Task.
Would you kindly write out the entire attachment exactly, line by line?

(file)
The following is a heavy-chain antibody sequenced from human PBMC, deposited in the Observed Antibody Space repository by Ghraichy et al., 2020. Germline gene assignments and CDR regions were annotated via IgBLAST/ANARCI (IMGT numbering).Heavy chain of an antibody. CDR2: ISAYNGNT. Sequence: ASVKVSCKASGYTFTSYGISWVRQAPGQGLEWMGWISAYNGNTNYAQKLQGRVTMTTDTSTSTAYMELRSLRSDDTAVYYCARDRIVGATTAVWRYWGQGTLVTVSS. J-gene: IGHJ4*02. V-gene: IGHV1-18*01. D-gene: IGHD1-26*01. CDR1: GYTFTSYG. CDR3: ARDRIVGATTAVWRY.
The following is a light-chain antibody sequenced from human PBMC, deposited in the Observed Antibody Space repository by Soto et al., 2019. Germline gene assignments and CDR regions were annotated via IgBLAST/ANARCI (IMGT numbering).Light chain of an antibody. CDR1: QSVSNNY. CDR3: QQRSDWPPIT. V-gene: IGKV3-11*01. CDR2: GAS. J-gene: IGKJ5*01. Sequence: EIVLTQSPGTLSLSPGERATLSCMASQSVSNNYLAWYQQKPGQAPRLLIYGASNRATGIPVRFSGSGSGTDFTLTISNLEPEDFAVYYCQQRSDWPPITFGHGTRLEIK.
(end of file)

The following is a heavy-chain antibody sequenced from human PBMC, deposited in the Observed Antibody Space repository by Ghraichy et al., 2020. Germline gene assignments and CDR regions were annotated via IgBLAST/ANARCI (IMGT numbering).Heavy chain of an antibody. CDR2: ISAYNGNT. Sequence: ASVKVSCKASGYTFTSYGISWVRQAPGQGLEWMGWISAYNGNTNYAQKLQGRVTMTTDTSTSTAYMELRSLRSDDTAVYYCARDRIVGATTAVWRYWGQGTLVTVSS. J-gene: IGHJ4*02. V-gene: IGHV1-18*01. D-gene: IGHD1-26*01. CDR1: GYTFTSYG. CDR3: ARDRIVGATTAVWRY.
The following is a light-chain antibody sequenced from human PBMC, deposited in the Observed Antibody Space repository by Soto et al., 2019. Germline gene assignments and CDR regions were annotated via IgBLAST/ANARCI (IMGT numbering).Light chain of an antibody. CDR1: QSVSNNY. CDR3: QQRSDWPPIT. V-gene: IGKV3-11*01. CDR2: GAS. J-gene: IGKJ5*01. Sequence: EIVLTQSPGTLSLSPGERATLSCMASQSVSNNYLAWYQQKPGQAPRLLIYGASNRATGIPVRFSGSGSGTDFTLTISNLEPEDFAVYYCQQRSDWPPITFGHGTRLEIK.